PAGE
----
The dual pressures of climate change and plastic pollution are frequently conflated in the media, in peer-reviewed research and other environmental reporting.
This is understandable. Plastics are largely derived from fossil fuels and the burning of fossil fuels is the major driver of human-caused climate change.
The window for cutting emissions to keep warming at internationally agreed levels is closing rapidly and it seems logical to conclude that any “extra” fossil carbon from plastic contamination will be a problem for the climate.
Our research examines this question using an Earth system model. We found carbon leaching out of existing plastic pollution has a negligible impact. The bigger concern is the production of new plastics, which already accounts for 4.5% of total global emissions and is expected to rise.
Organic carbon leaching from plastic pollution
In nature, plants make organic carbon (carbon-hydrogen compounds) from inorganic carbon (carbon compounds not bonded with hydrogen) through photosynthesis. Most plastics are made from fossil fuels, which are organic carbon compounds. This organic carbon leaches into the environment from plastics as they degrade.
Concerns have been raised that this could disrupt global carbon cycling by acting as an alternative carbon source for bacteria, which consume organic carbon.
A key assumption in these concerns is that organic carbon fluxes and reservoirs are a major influence on global carbon cycling (and atmospheric carbon dioxide) over human timescales.
It is true that dissolved organic carbon is a major carbon reservoir. In the ocean, it is about the same amount as the carbon dioxide (CO₂) held in the pre-industrial atmosphere. But there are key differences between atmospheric CO₂ and ocean organic carbon storage. One is the climate impact.
Atmospheric CO₂ warms the climate directly, whereas dissolved organic carbon stored in the ocean is mostly inert. This dissolved organic carbon reservoir built up over many thousands of years.
When phytoplankton make organic carbon (or when plastics leach organic carbon), most of it is rapidly used within hours to days by bacteria and converted into dissolved inorganic carbon. The tiny fraction of organic carbon left behind after bacterial processing is the inert portion that slowly builds up into a natural reservoir.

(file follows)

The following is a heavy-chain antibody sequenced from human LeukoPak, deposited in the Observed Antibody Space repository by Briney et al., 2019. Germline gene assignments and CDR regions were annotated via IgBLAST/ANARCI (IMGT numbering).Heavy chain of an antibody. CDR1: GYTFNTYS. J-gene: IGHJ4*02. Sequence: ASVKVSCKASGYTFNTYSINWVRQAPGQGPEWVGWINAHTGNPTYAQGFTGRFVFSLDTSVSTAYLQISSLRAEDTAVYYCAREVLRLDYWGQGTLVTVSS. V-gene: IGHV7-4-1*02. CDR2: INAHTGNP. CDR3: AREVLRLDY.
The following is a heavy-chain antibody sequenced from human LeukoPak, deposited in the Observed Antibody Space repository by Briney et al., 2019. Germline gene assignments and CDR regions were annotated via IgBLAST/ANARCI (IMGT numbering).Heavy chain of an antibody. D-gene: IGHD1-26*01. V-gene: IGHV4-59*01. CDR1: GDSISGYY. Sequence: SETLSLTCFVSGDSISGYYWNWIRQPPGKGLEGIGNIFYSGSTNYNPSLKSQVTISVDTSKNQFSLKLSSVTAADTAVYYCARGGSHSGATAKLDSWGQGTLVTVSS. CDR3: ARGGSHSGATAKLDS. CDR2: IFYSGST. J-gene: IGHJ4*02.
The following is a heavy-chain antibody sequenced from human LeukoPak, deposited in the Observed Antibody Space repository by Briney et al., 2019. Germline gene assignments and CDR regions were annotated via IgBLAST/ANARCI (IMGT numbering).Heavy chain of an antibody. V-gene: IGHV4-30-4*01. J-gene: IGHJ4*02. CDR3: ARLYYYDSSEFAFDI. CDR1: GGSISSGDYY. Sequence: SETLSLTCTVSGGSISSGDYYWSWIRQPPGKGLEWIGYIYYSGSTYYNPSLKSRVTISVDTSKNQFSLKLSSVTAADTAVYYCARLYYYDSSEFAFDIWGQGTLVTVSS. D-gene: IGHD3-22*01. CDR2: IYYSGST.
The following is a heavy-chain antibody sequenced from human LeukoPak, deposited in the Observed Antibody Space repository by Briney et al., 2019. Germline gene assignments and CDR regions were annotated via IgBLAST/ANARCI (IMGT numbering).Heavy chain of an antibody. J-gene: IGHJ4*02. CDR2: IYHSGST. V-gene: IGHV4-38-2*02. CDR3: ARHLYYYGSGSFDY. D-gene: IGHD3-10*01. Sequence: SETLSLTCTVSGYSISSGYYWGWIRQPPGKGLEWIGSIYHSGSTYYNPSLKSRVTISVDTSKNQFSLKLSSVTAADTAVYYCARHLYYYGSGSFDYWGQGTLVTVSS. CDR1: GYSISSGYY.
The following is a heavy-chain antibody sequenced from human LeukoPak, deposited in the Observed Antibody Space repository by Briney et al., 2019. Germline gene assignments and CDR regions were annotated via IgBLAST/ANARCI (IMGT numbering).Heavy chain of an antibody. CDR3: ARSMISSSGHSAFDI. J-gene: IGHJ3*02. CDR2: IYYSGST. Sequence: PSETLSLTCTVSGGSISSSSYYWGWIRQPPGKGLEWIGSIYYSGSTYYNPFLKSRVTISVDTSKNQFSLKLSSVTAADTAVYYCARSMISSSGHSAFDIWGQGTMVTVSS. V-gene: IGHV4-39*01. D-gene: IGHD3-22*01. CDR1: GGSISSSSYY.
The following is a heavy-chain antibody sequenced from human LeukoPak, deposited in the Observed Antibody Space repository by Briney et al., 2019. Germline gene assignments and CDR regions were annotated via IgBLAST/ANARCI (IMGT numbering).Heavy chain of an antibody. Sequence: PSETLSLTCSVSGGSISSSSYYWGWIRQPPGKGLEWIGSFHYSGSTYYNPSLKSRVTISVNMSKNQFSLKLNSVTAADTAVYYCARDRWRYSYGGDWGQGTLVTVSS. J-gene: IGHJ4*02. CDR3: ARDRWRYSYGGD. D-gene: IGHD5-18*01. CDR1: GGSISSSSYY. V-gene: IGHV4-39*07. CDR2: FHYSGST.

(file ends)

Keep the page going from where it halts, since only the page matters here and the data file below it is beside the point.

Once we recognize that plastics carbon is better considered as a source of dissolved inorganic carbon, we can appreciate its minor potential for influence. The inorganic carbon reservoir of the ocean is 63 times bigger than its organic carbon store.
Plastics carbon has little impact on atmospheric CO₂
We used an Earth system model to simulate what would happen if we added dissolved inorganic carbon to the surface ocean for 100 years. We applied it at a rate equivalent to the amount of carbon projected to leach into the ocean by the year 2040 (29 million metric tonnes per year).
This scenario likely overestimates the amount of plastics pollution. Current pollution rates are well below this level and an international treaty to limit plastic pollution is under negotiation.
We repeated the model simulation of adding plastics carbon both with strong climate warming (to see if plastics carbon might produce unexpected climate feedbacks that increase warming) and without (to see if it could alter the climate by itself). In both cases, plastics carbon only increased atmospheric CO₂ concentrations by 1 parts per million (ppm) over a century
This is a very small increase, considering that current burning of fossil fuels is raising atmospheric CO₂ by more than 2ppm each year.
Direct emissions from burning plastic
We also examined the impact of plastics incineration. We used a scenario in which all plastic projected to be produced in the year 2050 (1.1 billion metric tonnes) would be burned and directly converted into atmospheric CO₂ for 100 years.
In this scenario, we found atmospheric CO₂ increased a little over 21ppm by the year 2100. This increase is equivalent to the impact of fewer than nine years of current fossil fuel emissions.
Relative to the current continued widespread burning of fossil fuels for energy, carbon emitted from plastic waste will not have significant direct impacts on atmospheric CO₂ levels, no matter what form it takes in the environment.
However, plastics production, as opposed to leaching or incineration, currently represents about 4.5% of total global emissions. As fossil fuel consumption is reduced in other sectors, emissions from plastics production are expected to increase in proportional footprint and absolute amount.
A legally binding plastics pollution treaty, currently under development as part of the UN’s environment program, is an excellent opportunity to recognize the growing contribution of plastics production to climate change and to seek regulatory measures to address these emissions.
Limiting the use of incineration is another climate-friendly measure that would make a small but positive contribution to the goals of the Paris Agreement.
Of course, environmental plastics pollution has many negative impacts beyond climate effects. Our work does not diminish the importance of cleaning up plastic pollution and implementing stringent measures to prevent it. But the justification for doing so is not primarily grounded in an effort to cut emissions.
Karin Kvale is Senior Scientist, Carbon Cycle Modeller, GNS Science. Andrew Weaver is Professor, School of Earth and Ocean Sciences, University of Victoria, Australia. Natalia Gurgacz is a Graduate Student, University of Victoria.
Published under a Creative Commons license from TheConversation.com